2. I will behave myself prudently in a perfect way. David here shows that he carefully considered how weighty a charge was laid upon him when he was made king. We know, and it is a truth taught us by experience, that almost all kings are intoxicated with the splendors of royalty; and the proverb was not used without foundation in ancient times, "A king must be born either a king or a fool." It is indeed a mistake to say that kings are born fools. Men were led to speak in this manner, because it commonly happens that those who are invested with the government of kingdoms and empires are fools and blockheads. And surely it is a remarkable instance of the vengeance of God, that beasts, and such as are altogether unworthy to be numbered among men, commonly possess the highest authority. But although kings are not born fools, yet they are so blinded by their dignity, that they think themselves in no respect indebted to their subjects, become arrogant and haughty in their carriage, recklessly plunge into their pleasures, and at length utterly forget themselves. David therefore says, I will behave myself prudently, or, which amounts to the same thing, I will look warily to myself; it being a rare virtue for the man who may do as he pleases to exercise such moderation, as not to allow himself liberty in any degree to do evil. He then who is exalted to sovereign power, and yet, instead of attempting to go as far as he can in doing mischief, restrains himself by self-control, is endued with true understanding. In short, David protests that he will not be like other kings who are infatuated by their own dignity; but that according to the greatness of the charge imposed upon him, he would endeavor wisely to perform his duty. It is to be observed, that he represents wisdom as consisting in a perfect way, or in uprightness. From this we learn that tyrants who employ their talents in forming wicked devices, and who are daily contriving new methods for burdening and oppressing their subjects; in short, who are ingenious only in doing mischief, are not wise towards God. Many persons, it is true, dislike such craftiness; but still, it is undeniable that, if kings are intent upon enlarging the boundaries of their kingdom, and are masters in refined policy for accomplishing such a purpose, this is accounted the most perfect wisdom which they can possess, and is extolled to the skies. David, on the contrary, covets no other wisdom but that which is the mistress of integrity. Till thou comest to me. These words may be read in two ways. Some translate them interrogatively, When wilt thou come? as if David besought God not to subject him to any longer delay. And truly he had just ground to groan and lament, when he saw himself so long oppressed with poverty, and driven from place to place a wretched exile. It had been better for him to have lived obscure and unnoticed in his father's cottage, following his former occupation as a shepherd, than to be anointed king, that, being driven out of his country, he might live in utter dishonor and hatred. But I prefer reading the sentence without interrogation, until or when thou comest; and yet even this I interpret somewhat differently from the majority of commentators, understanding it to mean, that although David still continued in the condition of a private person, and did not enjoy the royal power which had been promised him, he nevertheless did not cease in the meantime to follow after uprightness. Thus he sets the midst of his house in opposition to palaces and public buildings; as if he had said, Within my private house or in my family.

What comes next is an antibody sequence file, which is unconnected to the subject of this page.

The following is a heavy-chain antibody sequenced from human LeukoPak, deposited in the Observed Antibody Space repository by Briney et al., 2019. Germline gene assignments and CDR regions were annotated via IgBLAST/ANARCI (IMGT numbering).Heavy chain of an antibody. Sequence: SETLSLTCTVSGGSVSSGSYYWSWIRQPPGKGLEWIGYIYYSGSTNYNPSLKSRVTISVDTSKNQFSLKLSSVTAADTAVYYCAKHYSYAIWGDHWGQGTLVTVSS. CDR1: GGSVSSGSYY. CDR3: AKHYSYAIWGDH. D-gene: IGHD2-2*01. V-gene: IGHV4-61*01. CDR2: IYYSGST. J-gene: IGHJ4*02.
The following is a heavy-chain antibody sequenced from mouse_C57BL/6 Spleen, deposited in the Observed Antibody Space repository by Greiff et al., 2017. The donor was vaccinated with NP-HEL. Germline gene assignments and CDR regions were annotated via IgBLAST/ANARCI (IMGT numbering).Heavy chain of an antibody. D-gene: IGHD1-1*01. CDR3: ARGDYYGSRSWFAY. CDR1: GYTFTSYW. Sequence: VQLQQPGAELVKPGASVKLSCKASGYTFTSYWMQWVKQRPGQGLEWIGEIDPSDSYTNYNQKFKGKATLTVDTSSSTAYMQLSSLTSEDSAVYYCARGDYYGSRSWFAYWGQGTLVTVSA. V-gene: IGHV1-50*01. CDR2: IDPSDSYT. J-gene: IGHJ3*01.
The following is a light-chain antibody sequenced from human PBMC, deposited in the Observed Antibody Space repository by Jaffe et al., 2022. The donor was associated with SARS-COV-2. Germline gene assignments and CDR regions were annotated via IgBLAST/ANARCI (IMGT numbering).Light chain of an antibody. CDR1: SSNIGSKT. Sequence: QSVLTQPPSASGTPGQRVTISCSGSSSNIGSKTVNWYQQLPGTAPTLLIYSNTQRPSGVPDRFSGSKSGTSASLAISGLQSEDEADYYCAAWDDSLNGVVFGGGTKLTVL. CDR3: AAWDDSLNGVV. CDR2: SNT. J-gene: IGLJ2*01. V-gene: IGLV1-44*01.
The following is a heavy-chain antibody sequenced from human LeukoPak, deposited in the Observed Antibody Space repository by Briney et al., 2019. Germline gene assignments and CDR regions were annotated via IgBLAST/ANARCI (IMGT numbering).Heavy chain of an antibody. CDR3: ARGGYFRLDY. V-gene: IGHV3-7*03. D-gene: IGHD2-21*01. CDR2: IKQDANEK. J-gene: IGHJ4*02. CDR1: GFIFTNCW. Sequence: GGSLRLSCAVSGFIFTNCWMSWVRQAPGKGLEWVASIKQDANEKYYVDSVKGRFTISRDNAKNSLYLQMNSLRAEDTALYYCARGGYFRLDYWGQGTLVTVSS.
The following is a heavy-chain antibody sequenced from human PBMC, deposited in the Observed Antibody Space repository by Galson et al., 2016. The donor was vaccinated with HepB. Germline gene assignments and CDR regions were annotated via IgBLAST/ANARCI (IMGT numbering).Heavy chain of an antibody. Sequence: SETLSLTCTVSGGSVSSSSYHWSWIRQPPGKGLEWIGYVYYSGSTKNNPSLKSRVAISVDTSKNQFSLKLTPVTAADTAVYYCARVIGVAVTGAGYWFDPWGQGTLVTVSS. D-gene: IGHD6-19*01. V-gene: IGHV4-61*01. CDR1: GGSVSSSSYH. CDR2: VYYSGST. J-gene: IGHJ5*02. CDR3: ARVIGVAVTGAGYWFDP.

3. I will not set a wicked thing before my eyes. After having protested, that in leading a private life, he would practice virtue and righteousness, even as it becomes good princes to begin with this, he now adds, that in executing the office of prince, he will be the enemy of all injustice and wickedness. To set a wicked thing before one's eyes, is equivalent to purposing to do something that is wicked. He therefore declares, that he will turn away from all wickedness; and it is certain, that no man can be a just and an impartial punisher of wrongdoing, but he who abhors it with all his heart. Whence it follows that kings, in order to the performance of their duty, must keep themselves entirely free from all consent to wickedness. Some join to the first sentence the word hwse, asoh, which we translate work, and supply the letter l, lamed; as if it had been said, I will not set before my eyes any wickedness to do it, or, nothing wicked will be acceptable to me to execute it. But the other sense is more probable, which is, that David, after having declared that he will not suffer any iniquity before his eyes, immediately adds for the sake of confirmation, that he will be an enemy to all injustice. If the last clause is referred to the persons who turn aside, there is a change of the number. It may, however, be explained of the work itself, implying that he would never have any share in wicked defections from the path of rectitude.